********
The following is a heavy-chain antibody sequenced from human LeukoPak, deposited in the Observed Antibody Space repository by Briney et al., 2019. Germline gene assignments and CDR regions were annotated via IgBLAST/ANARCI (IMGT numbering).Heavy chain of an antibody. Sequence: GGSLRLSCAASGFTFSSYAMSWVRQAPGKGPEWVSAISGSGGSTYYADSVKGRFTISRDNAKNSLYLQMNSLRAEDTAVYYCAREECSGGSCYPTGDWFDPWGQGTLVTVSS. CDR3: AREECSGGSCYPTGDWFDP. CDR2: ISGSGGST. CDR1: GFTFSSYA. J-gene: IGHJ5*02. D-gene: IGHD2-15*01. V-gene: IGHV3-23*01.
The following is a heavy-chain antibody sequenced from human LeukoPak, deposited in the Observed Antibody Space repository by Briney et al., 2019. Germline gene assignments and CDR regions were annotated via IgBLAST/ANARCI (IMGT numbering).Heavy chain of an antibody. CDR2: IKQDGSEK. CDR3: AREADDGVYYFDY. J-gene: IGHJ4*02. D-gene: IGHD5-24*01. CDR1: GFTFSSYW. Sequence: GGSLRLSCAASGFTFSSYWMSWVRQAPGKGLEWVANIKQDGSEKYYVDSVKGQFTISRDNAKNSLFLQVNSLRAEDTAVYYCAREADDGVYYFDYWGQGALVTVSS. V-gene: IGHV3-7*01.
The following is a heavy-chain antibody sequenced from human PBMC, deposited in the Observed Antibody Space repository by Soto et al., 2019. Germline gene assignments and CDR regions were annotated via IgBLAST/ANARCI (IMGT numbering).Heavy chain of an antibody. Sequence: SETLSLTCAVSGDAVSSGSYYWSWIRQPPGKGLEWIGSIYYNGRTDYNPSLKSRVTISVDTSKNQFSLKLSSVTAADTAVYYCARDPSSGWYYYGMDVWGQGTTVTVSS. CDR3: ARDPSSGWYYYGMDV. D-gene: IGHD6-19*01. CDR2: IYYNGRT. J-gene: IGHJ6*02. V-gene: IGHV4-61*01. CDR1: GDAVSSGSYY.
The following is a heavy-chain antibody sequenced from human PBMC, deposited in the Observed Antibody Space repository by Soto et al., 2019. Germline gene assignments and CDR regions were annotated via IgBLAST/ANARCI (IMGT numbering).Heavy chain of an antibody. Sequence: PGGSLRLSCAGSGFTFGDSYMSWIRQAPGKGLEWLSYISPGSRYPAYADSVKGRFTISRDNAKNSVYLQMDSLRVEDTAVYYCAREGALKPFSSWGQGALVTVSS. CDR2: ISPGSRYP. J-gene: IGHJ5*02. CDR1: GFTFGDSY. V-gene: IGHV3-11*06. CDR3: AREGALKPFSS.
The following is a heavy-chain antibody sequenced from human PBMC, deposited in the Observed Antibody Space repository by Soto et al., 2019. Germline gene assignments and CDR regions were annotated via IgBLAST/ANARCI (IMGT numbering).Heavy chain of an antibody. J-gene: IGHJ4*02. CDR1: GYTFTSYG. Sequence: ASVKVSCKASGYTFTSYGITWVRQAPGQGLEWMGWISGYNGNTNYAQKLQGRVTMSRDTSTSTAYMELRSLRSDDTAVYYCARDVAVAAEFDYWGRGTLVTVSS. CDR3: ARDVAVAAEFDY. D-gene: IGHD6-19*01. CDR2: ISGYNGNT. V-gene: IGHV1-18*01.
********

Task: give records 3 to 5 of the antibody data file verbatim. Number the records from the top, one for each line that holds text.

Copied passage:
The following is a heavy-chain antibody sequenced from human PBMC, deposited in the Observed Antibody Space repository by Soto et al., 2019. Germline gene assignments and CDR regions were annotated via IgBLAST/ANARCI (IMGT numbering).Heavy chain of an antibody. Sequence: SETLSLTCAVSGDAVSSGSYYWSWIRQPPGKGLEWIGSIYYNGRTDYNPSLKSRVTISVDTSKNQFSLKLSSVTAADTAVYYCARDPSSGWYYYGMDVWGQGTTVTVSS. CDR3: ARDPSSGWYYYGMDV. D-gene: IGHD6-19*01. CDR2: IYYNGRT. J-gene: IGHJ6*02. V-gene: IGHV4-61*01. CDR1: GDAVSSGSYY.
The following is a heavy-chain antibody sequenced from human PBMC, deposited in the Observed Antibody Space repository by Soto et al., 2019. Germline gene assignments and CDR regions were annotated via IgBLAST/ANARCI (IMGT numbering).Heavy chain of an antibody. Sequence: PGGSLRLSCAGSGFTFGDSYMSWIRQAPGKGLEWLSYISPGSRYPAYADSVKGRFTISRDNAKNSVYLQMDSLRVEDTAVYYCAREGALKPFSSWGQGALVTVSS. CDR2: ISPGSRYP. J-gene: IGHJ5*02. CDR1: GFTFGDSY. V-gene: IGHV3-11*06. CDR3: AREGALKPFSS.
The following is a heavy-chain antibody sequenced from human PBMC, deposited in the Observed Antibody Space repository by Soto et al., 2019. Germline gene assignments and CDR regions were annotated via IgBLAST/ANARCI (IMGT numbering).Heavy chain of an antibody. J-gene: IGHJ4*02. CDR1: GYTFTSYG. Sequence: ASVKVSCKASGYTFTSYGITWVRQAPGQGLEWMGWISGYNGNTNYAQKLQGRVTMSRDTSTSTAYMELRSLRSDDTAVYYCARDVAVAAEFDYWGRGTLVTVSS. CDR3: ARDVAVAAEFDY. D-gene: IGHD6-19*01. CDR2: ISGYNGNT. V-gene: IGHV1-18*01.